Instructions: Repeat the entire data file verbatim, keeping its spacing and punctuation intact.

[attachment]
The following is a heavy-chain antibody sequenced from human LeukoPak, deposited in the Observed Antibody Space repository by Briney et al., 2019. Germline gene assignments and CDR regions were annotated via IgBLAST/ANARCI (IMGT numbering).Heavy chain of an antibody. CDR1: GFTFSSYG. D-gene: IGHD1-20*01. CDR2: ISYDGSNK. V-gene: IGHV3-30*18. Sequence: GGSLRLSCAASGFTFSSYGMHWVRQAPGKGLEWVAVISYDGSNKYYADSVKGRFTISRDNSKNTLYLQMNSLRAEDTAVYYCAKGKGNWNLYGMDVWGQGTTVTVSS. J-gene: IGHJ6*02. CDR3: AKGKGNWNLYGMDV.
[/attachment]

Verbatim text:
The following is a heavy-chain antibody sequenced from human LeukoPak, deposited in the Observed Antibody Space repository by Briney et al., 2019. Germline gene assignments and CDR regions were annotated via IgBLAST/ANARCI (IMGT numbering).Heavy chain of an antibody. CDR1: GFTFSSYG. D-gene: IGHD1-20*01. CDR2: ISYDGSNK. V-gene: IGHV3-30*18. Sequence: GGSLRLSCAASGFTFSSYGMHWVRQAPGKGLEWVAVISYDGSNKYYADSVKGRFTISRDNSKNTLYLQMNSLRAEDTAVYYCAKGKGNWNLYGMDVWGQGTTVTVSS. J-gene: IGHJ6*02. CDR3: AKGKGNWNLYGMDV.